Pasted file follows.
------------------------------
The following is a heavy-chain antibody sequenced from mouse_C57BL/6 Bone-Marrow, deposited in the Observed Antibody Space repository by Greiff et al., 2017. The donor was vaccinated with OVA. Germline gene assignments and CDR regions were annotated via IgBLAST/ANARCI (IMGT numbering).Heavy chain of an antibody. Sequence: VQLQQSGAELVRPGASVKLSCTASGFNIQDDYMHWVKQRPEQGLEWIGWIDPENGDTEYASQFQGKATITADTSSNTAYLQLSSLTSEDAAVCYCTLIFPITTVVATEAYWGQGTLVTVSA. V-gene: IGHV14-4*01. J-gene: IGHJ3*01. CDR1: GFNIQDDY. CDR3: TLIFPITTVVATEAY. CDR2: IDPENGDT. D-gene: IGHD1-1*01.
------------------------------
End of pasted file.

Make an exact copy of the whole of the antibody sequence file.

The following is a heavy-chain antibody sequenced from mouse_C57BL/6 Bone-Marrow, deposited in the Observed Antibody Space repository by Greiff et al., 2017. The donor was vaccinated with OVA. Germline gene assignments and CDR regions were annotated via IgBLAST/ANARCI (IMGT numbering).Heavy chain of an antibody. Sequence: VQLQQSGAELVRPGASVKLSCTASGFNIQDDYMHWVKQRPEQGLEWIGWIDPENGDTEYASQFQGKATITADTSSNTAYLQLSSLTSEDAAVCYCTLIFPITTVVATEAYWGQGTLVTVSA. V-gene: IGHV14-4*01. J-gene: IGHJ3*01. CDR1: GFNIQDDY. CDR3: TLIFPITTVVATEAY. CDR2: IDPENGDT. D-gene: IGHD1-1*01.